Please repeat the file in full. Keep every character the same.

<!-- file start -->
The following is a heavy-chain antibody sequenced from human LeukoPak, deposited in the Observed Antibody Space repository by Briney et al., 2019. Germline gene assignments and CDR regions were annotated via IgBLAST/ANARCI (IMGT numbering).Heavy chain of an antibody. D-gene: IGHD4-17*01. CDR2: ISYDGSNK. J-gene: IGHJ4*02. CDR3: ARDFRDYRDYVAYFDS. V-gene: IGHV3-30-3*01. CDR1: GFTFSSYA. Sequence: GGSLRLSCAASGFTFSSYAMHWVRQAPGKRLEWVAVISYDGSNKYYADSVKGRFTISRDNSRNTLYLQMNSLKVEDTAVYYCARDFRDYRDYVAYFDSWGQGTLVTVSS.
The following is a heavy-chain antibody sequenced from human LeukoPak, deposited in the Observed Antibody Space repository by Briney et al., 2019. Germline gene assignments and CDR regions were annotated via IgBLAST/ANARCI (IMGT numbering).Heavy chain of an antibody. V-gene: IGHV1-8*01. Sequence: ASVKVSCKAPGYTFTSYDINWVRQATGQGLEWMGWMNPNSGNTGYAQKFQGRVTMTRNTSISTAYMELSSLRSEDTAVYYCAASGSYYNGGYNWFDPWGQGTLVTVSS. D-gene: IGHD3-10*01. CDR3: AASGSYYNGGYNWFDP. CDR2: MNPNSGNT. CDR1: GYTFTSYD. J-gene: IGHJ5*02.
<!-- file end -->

The following is a heavy-chain antibody sequenced from human LeukoPak, deposited in the Observed Antibody Space repository by Briney et al., 2019. Germline gene assignments and CDR regions were annotated via IgBLAST/ANARCI (IMGT numbering).Heavy chain of an antibody. D-gene: IGHD4-17*01. CDR2: ISYDGSNK. J-gene: IGHJ4*02. CDR3: ARDFRDYRDYVAYFDS. V-gene: IGHV3-30-3*01. CDR1: GFTFSSYA. Sequence: GGSLRLSCAASGFTFSSYAMHWVRQAPGKRLEWVAVISYDGSNKYYADSVKGRFTISRDNSRNTLYLQMNSLKVEDTAVYYCARDFRDYRDYVAYFDSWGQGTLVTVSS.
The following is a heavy-chain antibody sequenced from human LeukoPak, deposited in the Observed Antibody Space repository by Briney et al., 2019. Germline gene assignments and CDR regions were annotated via IgBLAST/ANARCI (IMGT numbering).Heavy chain of an antibody. V-gene: IGHV1-8*01. Sequence: ASVKVSCKAPGYTFTSYDINWVRQATGQGLEWMGWMNPNSGNTGYAQKFQGRVTMTRNTSISTAYMELSSLRSEDTAVYYCAASGSYYNGGYNWFDPWGQGTLVTVSS. D-gene: IGHD3-10*01. CDR3: AASGSYYNGGYNWFDP. CDR2: MNPNSGNT. CDR1: GYTFTSYD. J-gene: IGHJ5*02.